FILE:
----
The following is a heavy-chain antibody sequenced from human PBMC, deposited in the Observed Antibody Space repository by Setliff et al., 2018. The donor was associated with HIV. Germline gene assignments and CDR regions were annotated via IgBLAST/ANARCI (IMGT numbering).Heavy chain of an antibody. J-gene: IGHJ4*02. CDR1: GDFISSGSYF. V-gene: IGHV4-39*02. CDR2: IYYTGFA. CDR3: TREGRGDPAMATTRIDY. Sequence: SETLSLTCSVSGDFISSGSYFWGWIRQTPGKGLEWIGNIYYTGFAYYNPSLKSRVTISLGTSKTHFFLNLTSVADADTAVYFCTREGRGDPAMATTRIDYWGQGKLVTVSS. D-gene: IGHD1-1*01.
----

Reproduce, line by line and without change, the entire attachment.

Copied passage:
The following is a heavy-chain antibody sequenced from human PBMC, deposited in the Observed Antibody Space repository by Setliff et al., 2018. The donor was associated with HIV. Germline gene assignments and CDR regions were annotated via IgBLAST/ANARCI (IMGT numbering).Heavy chain of an antibody. J-gene: IGHJ4*02. CDR1: GDFISSGSYF. V-gene: IGHV4-39*02. CDR2: IYYTGFA. CDR3: TREGRGDPAMATTRIDY. Sequence: SETLSLTCSVSGDFISSGSYFWGWIRQTPGKGLEWIGNIYYTGFAYYNPSLKSRVTISLGTSKTHFFLNLTSVADADTAVYFCTREGRGDPAMATTRIDYWGQGKLVTVSS. D-gene: IGHD1-1*01.